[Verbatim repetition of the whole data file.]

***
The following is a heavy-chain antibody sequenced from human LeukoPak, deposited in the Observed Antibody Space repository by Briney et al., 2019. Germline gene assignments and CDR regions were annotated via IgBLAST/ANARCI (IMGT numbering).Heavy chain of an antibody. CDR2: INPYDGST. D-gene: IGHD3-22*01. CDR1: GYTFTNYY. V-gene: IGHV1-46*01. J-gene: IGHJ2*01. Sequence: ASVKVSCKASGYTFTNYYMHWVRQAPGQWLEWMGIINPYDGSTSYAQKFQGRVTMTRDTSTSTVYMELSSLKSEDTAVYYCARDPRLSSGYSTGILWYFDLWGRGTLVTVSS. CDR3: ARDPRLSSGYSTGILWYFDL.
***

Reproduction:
The following is a heavy-chain antibody sequenced from human LeukoPak, deposited in the Observed Antibody Space repository by Briney et al., 2019. Germline gene assignments and CDR regions were annotated via IgBLAST/ANARCI (IMGT numbering).Heavy chain of an antibody. CDR2: INPYDGST. D-gene: IGHD3-22*01. CDR1: GYTFTNYY. V-gene: IGHV1-46*01. J-gene: IGHJ2*01. Sequence: ASVKVSCKASGYTFTNYYMHWVRQAPGQWLEWMGIINPYDGSTSYAQKFQGRVTMTRDTSTSTVYMELSSLKSEDTAVYYCARDPRLSSGYSTGILWYFDLWGRGTLVTVSS. CDR3: ARDPRLSSGYSTGILWYFDL.